But this structure isn’t just a simple given. Some of the GAlist discussion concerning my “immortality” column has centered on the resurrection of the body: the idea that it’s not enough for eternity to change us into the signfied of our name, the living Poe into “Poe,” that what faith tells us is that “in the fullness of time” not merely our body, but the totality of our life-experiences will be regenerated into eternal life, and all death and forgetting abolished. Yes, this is what faith tells us; our yearning is not to become a mere signified–although few of us would not find consolation in the certitude of becoming a household name for future generations, a Leonardo da Vinci, an Einstein, a Marilyn Monroe. My point–and one has not understood generative anthropology until one has grasped this point–is not that language holds the solution to all our problems, or that the exchange of things (the market) is neatly modeled on the exchange of words, so that market-society is truly the Kingdom of God. The point is rather that language indeed provides our model of transcendence, of the emergence of the vertical from the horizontal, but only as a formal structure which human culture ever seeks to incarnate in material reality. Why? Because the verticality of language emerged from this horizontal reality in the originary scene. I have entitled these columns Chronicles of Love and Resentment because the two forces that dominate our lives are the resentment of the inaccessible object of this transcendence and the experience of love by means of which this transcendence is reestablished.

In my “teaser” for this column last week, I suggested that today the opposition between selling out and authenticity has migrated from the world of the visual arts to that of theory. Why was it so closely associated with painting to begin with, rather than, say, music or literature? Clearly because of the particular economic structure of the painter’s world. Where the starving poet can publish his work in small journals and editions, and the musician can perform his alone or with a few friends, the painter, who creates not a reproducible form but an art-object that he must sell once and for all, depends more directly than the others on the marketplace.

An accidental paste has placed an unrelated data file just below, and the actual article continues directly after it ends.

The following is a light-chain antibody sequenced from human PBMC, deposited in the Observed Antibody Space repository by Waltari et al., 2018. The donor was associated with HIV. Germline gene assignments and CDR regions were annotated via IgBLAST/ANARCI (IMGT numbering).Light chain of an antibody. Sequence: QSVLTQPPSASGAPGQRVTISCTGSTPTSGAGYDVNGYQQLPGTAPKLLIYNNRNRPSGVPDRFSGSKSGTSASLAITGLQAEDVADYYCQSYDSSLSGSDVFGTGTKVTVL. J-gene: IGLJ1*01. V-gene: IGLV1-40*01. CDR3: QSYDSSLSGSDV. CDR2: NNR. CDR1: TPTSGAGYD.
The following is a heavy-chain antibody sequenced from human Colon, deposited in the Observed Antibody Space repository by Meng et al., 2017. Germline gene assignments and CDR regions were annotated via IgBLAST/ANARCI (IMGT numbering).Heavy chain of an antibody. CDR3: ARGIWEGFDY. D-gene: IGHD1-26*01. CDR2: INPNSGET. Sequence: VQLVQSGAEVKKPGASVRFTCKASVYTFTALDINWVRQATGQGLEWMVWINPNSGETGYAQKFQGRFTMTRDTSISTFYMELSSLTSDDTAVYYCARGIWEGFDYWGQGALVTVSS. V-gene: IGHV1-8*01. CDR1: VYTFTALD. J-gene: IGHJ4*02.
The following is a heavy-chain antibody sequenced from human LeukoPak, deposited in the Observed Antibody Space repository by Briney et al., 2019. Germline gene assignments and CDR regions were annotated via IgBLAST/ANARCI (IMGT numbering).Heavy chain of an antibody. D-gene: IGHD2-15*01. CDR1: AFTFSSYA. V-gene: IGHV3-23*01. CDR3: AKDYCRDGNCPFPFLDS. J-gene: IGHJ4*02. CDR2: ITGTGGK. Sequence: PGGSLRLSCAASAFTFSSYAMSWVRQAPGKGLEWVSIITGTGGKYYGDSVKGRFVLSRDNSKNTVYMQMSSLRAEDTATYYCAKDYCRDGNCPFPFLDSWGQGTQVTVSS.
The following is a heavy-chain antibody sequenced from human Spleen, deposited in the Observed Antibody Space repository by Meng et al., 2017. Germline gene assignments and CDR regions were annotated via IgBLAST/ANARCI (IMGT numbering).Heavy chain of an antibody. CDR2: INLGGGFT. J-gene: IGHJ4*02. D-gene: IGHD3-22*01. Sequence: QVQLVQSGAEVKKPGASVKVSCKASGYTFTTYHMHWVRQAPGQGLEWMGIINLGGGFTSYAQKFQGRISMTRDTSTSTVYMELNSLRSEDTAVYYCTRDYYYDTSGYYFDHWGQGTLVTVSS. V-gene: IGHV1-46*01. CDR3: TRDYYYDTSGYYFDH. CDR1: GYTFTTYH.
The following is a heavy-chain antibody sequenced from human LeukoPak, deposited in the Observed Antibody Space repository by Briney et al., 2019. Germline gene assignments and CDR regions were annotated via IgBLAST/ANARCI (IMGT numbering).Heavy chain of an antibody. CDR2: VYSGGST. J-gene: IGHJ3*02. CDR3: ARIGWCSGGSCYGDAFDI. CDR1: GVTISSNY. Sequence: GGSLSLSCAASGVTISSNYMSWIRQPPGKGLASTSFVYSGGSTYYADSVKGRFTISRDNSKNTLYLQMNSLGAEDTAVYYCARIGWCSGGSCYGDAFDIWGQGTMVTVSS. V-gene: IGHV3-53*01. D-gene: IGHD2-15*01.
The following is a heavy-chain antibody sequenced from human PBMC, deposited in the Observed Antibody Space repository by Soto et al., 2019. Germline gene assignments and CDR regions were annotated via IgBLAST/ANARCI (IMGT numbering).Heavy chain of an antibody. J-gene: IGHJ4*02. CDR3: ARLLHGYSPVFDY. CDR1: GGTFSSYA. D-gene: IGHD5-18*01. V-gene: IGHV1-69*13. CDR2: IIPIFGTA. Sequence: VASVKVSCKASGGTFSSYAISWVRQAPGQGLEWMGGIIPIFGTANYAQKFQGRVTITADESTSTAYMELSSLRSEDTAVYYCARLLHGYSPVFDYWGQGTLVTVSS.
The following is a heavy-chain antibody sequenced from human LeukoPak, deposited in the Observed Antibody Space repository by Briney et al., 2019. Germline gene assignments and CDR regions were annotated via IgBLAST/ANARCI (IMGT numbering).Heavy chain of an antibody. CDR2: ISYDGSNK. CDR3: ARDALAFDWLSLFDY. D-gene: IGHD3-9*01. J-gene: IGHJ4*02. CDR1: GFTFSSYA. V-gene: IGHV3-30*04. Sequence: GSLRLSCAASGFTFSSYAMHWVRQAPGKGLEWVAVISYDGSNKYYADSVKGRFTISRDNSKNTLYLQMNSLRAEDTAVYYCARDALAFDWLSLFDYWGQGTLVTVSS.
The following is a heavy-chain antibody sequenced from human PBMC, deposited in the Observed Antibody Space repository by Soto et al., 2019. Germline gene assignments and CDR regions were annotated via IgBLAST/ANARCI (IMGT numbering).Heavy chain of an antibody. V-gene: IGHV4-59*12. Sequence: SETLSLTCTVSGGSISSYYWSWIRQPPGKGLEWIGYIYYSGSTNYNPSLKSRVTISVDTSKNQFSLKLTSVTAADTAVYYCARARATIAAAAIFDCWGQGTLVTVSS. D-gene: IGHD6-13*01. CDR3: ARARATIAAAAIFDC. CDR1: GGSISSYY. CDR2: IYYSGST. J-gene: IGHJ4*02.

But for that very reason, the contemporary artist is no longer concerned with selling out. Beginning with cubism and continuing through abstract expressionism, the mimetic forces of the market have eliminated the difference in values between the unregenerate bourgeois and the enlightened connoisseur. The market prices of artworks no longer permit of the distinction between real quality and that favored by the marketplace; a good artist is one whose works can be expected to rise in value, a great artist, one for whom this expectation is close to certitude.

How can theory replace plastic art in this paradigm, although theory creates no objets d’art and its dissemination is almost completely subsidized–by academic salaries, university presses, even the Internet? The answer is that not all markets are simply economic. The 19th century artist suffered from bourgeois esthetic prejudices and their effect on the state commission apparatus so central to artistic life in France. The contemporary theorist suffers from PC intellectual prejudices and their comparable effect on the university conference circuit so central to academic life in the United States. In the one case, the financial market offers rewards that discourage genuine art; in the other, the intellectual market offers rewards that discourage genuine thinking.

The art market has not so much evolved as been rationalized; prejudices have not disappeared, but they are factored into a calculus of long-term expectation. It is not unreasonable to assume that the secular trend of the intellectual marketplace is in the same direction. Long-term investment in ideas has always been the norm; it is the current trendiness that is the exception. When the dust has settled, most people, even academics, prefer ideas that future generations can take seriously to those that belong in the appendix to Flaubert’s Bouvard et PĂ©cuchet. Academics too, after all, will be changed by eternity into themselves.